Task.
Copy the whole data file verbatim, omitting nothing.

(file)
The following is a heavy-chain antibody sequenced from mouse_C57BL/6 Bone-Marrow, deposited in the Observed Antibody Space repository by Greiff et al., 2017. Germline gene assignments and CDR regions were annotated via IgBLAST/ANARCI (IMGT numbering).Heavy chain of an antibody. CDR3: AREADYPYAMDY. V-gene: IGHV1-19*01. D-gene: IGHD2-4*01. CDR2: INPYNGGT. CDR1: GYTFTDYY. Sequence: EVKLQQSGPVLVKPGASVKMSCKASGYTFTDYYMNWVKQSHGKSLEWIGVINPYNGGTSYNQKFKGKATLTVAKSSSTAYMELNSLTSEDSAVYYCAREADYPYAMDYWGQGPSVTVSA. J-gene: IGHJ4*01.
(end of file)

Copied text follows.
The following is a heavy-chain antibody sequenced from mouse_C57BL/6 Bone-Marrow, deposited in the Observed Antibody Space repository by Greiff et al., 2017. Germline gene assignments and CDR regions were annotated via IgBLAST/ANARCI (IMGT numbering).Heavy chain of an antibody. CDR3: AREADYPYAMDY. V-gene: IGHV1-19*01. D-gene: IGHD2-4*01. CDR2: INPYNGGT. CDR1: GYTFTDYY. Sequence: EVKLQQSGPVLVKPGASVKMSCKASGYTFTDYYMNWVKQSHGKSLEWIGVINPYNGGTSYNQKFKGKATLTVAKSSSTAYMELNSLTSEDSAVYYCAREADYPYAMDYWGQGPSVTVSA. J-gene: IGHJ4*01.